“Superior content wins in the end.” Marc Hofmann, CEO of CheckMyBus.com, on success
WYSE Travel Confederation spoke with Marc Hofmann, Chief Executive Officer of CheckMyBus.com, a metasearch engine for national and international intercity bus service.
Based in Nuremberg, Germany, the company currently works in more than ten countries, allowing travellers to search and compare bus, rail and car share options. According to CheckMyBus, the USD 70 billion bus market still processes 90% of bookings offline.
CheckMyBus recently raised a seven-digit round of funding to further accelerate its international growth and global brand positioning.
How did CheckMyBus start?
When the German intercity bus market liberalised, the idea was born to provide a search engine that makes it easy for the user to find available trips from all operators and compare the prices. We also saw that the bus markets outside Germany were still very much offline and only a few services existed to compare trips online. It was clear pretty fast that we would focus not only on Germany, but go international at a very early stage.
Who is the typical CheckMyBus user?
This varies a lot depending on the different markets. In countries where buses compete against a good and fast rail network, the typical users are those looking for cheap travel and who will accept longer travelling hours. A big portion are younger people, such as students or young professionals who love to be mobile. There is also a big group of people above age 65. However, new bus services are fancy and comfortable and there are more and more smart users who find the best in price and time.
In markets where bus service is dominant you find all target groups. The longer the distances, the more you see the price-time differentiation as mentioned above.
Is the CheckMyBus app popular? What have you learned from developing the app?
We do offer apps, also for the Apple watch. Buses can be booked quite well with an app. In some countries we have almost 50% mobile visitors. However, searching via mobile the percentage of people who look for information and do not book directly is higher. Since bus tickets are rather cheap and the decision process is fairly spontaneous, the differences are not as significant as in other businesses.
CheckMyBus is a metasearch site. OTAs and metasearch sites are the subject of much debate in the accommodation sector with regard to rate parity, commissions, direct bookings, and their growing power to dictate pricing…have you faced similar issues with bus players? Do you have any opinion on or advice for accommodation operators and their ongoing debate?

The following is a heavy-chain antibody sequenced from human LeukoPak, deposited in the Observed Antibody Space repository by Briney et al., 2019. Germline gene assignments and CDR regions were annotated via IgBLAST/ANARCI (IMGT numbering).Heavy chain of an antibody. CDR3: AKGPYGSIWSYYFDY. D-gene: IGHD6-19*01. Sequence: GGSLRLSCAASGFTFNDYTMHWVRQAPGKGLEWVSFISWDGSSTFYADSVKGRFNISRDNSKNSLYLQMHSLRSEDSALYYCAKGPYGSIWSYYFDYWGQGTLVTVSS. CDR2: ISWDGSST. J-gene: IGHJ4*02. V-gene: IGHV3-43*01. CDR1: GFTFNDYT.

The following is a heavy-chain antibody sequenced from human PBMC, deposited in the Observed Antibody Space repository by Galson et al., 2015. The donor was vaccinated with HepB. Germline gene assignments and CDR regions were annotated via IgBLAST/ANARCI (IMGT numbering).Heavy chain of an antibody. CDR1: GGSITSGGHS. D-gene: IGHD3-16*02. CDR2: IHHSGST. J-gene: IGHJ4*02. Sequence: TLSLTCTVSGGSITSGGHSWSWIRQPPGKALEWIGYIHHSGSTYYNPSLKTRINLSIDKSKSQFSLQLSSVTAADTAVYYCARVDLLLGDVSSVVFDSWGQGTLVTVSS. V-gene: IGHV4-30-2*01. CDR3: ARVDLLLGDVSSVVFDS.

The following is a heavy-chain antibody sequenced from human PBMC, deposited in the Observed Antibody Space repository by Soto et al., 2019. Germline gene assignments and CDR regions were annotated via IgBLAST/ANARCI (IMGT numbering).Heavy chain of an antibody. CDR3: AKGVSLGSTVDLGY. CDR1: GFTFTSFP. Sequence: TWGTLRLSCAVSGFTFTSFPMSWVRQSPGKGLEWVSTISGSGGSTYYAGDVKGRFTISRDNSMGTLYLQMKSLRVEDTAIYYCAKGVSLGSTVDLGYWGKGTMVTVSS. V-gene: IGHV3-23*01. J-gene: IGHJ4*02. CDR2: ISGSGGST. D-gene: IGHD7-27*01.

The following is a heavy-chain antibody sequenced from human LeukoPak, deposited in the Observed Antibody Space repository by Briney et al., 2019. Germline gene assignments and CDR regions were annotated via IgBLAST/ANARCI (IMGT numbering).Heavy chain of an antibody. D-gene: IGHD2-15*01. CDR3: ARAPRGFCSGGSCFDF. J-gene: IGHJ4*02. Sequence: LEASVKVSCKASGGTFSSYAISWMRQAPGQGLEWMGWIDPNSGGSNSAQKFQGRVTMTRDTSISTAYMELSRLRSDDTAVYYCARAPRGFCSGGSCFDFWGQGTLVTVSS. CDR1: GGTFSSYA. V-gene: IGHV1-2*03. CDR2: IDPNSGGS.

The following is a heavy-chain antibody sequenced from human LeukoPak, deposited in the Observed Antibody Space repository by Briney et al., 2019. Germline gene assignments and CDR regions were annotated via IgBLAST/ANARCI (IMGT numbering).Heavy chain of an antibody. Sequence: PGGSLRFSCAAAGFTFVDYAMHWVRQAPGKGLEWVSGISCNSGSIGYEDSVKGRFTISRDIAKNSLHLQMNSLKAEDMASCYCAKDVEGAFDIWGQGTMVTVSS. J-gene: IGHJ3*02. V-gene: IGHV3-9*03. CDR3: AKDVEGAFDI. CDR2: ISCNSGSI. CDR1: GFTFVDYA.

In general I believe that OTAs and metasearch sites are good for a market. Transparency, access to information, and good presentation are making the life of users easier, reducing barriers and thus stimulating markets. It also helps small players without a brand, but a good offer to be successful.
In the bus market we support a shift from offline to online and thus push the growth of a market, bringing new customers because searching for the right bus becomes easy. Since all meta-searchers and OTAs measure by conversion the highest commission or the lowest price is not necessarily making the race. It is also the best offer and user experience during booking (if on meta-level) and while experiencing the offer. Travelling a lot, I experience many very unique and beautiful hotel or apartment concepts that may never have found a market without players like Booking.com or Airbnb.
Would you then say consumers benefit the most from OTAs and metasearch?
Sure, consumers benefit, but it also gives providers a platform who have an attractive offer, but not a major brand.
CheckMyBus works in more than 10 different countries across the globe. What has been essential to success in various markets?
In some markets we are just at the beginning, but from our experience we believe superior content wins in the end. Giving the broadest choice and presenting it in way that makes search and comparison as easy as possible – we are working hard on this every day.
What is an example of superior content?
More connections from more companies and more prices to compare, as well as information on the service provided by an operator.
What do you expect to see happen in bus markets that are still largely offline in terms of search and ticketing at the moment?
This varies a lot from market to market. Those markets that are offline will shift to online step by step. Growth drivers are the availability of information to the user by providers like CheckMyBus, as well as a smooth booking and payment process by either OTAs or the bus providers. We see differences of up to 5000% conversion through the whole sales funnel between different providers in a market. You can imagine how decisive this is for the success of a bus operator.
Do you think that young people opt for bus travel for more than simply budget reasons?
Absolutely. Times are changing. Individual transportation is becoming less attractive. Young people have other dreams than their own car. Sharing and co-ownership are becoming normal. Bus is an interesting offer for an individual mobility mix. They are cheap, becoming more comfortable, and smartly branded and managed. A really old economy is in full transformation and I’m happy to be part of this.
Marc Hofmann will be speaking at WYSTC 2016 during the session Online, but grounded: Developments in bus and rail travel on Wednesday, 21 September. He will also lead a WYSTC workshop, Intercity city buses: A major passenger transportation segment in transition.